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Neha Mahajan was a television journalist in India before her husband’s job moved her family to the United States in 2008. She has spent years locked in the labor market, confined by what she calls the “cage.” ‘gold’ of her immigration status, one in which the pandemic has pushed her back.

Mahajan started working after a regulatory change from the Barack Obama administration in 2015 allowed people with spousal visas to have a job and in early 2021 she accepted a new development job. commercial in a law firm specializing in immigration. However, processing delays linked to the pandemic caused his work permit to expire in July, forcing him to take a permit.

“It affects you emotionally and wears you out,” said Mahajan, 39, who lives in Scotch Plains, New Jersey.

Last week he gave her a break, albeit temporarily. You have received the approval documents for your renewed work authorization, allowing you to re-enter the labor market. However, a process that should have taken three months was extended to ten, leaving her on the sidelines all summer. And since her visa is linked to that of her husband, she will have to reapply for authorization in December when her visa is renewed.

Hundreds of thousands of foreign workers have disappeared from the workforce as the coronavirus pandemic continues, leaving gaps in white-collar occupations like Mahajan’s and more service-oriented jobs in beach towns and resorts ski. . Newcomers and temporary visa applicants were initially limited by policy changes by former President Donald Trump, who used a series of executive orders to curb many types of legal immigration. Then, travel restrictions and bureaucratic delays from the pandemic caused immigration to plummet, threatening a loss of talent and long-term economic potential.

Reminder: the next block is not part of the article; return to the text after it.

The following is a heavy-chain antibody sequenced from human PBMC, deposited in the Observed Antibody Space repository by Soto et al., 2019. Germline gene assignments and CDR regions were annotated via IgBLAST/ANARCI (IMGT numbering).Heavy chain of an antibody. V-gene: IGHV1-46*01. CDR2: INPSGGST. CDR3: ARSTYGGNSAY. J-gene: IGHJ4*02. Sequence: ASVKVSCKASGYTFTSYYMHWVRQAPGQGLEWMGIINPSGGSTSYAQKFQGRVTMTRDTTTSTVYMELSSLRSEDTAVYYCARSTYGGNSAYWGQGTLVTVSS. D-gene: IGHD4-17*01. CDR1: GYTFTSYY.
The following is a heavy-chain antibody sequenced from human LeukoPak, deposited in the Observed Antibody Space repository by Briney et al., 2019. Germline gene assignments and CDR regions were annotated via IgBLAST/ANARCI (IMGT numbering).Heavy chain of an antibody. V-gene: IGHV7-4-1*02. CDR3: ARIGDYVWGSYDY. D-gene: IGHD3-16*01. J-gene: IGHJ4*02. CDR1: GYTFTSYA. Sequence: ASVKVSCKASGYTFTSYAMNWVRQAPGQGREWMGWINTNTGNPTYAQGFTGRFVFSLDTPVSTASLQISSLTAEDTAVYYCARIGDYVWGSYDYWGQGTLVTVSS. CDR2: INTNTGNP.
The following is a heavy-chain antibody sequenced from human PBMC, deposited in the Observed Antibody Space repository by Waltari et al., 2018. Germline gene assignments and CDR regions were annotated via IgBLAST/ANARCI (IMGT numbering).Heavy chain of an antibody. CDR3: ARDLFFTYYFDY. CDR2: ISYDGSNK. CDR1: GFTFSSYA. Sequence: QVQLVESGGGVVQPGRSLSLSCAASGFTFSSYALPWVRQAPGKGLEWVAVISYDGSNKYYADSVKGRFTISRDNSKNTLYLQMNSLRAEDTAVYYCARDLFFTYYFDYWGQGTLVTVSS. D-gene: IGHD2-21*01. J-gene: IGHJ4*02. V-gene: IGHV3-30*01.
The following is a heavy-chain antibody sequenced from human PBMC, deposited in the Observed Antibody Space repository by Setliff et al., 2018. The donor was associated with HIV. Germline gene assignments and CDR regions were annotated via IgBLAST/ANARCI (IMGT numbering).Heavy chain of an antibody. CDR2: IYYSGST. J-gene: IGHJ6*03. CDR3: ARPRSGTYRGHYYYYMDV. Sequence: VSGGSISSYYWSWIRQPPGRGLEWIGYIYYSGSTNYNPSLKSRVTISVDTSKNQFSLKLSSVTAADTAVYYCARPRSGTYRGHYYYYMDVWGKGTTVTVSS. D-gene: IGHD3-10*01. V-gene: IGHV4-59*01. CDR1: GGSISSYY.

Some of these missing potential employees are likely to come to work when travel restrictions are lifted and visa processing delays are corrected, as Mahajan’s example suggests. However, recent immigration lost due to the pandemic will likely leave a permanent hole. Goldman Sachs estimated in research this month that the economy is short of 700,000 temporary visa holders and permanent immigrant workers, and that perhaps 300,000 of those people would never come to the United States to work.

Employers constantly complain that they are having difficulty hiring and there are more job offers than those actively looking for work, despite millions fewer workers compared to the period before the pandemic. The decline in immigration is one of the many reasons for this disconnection. Businesses that depend on foreign workers have seen waves of infections and delays in consulate paperwork, keeping potential employees in their home countries or trapped in the United States, but unable to work.

“Employers have to wait a long time for their applications to be approved and renewals are not processed in a timely manner,” said Stephen Yale-Loehr, an immigration lawyer who teaches at Cornell University School of Law. “It will take a long time to resolve the delay.”

The entry of workers had already slowed well before the pandemic, following an offensive by the Trump administration that made it difficult for foreign workers, refugees and family members to enter the United States. immigrants. But the pandemic came during that decline and accelerated it dramatically: Global visa issuance fell by 4.7 million last year.

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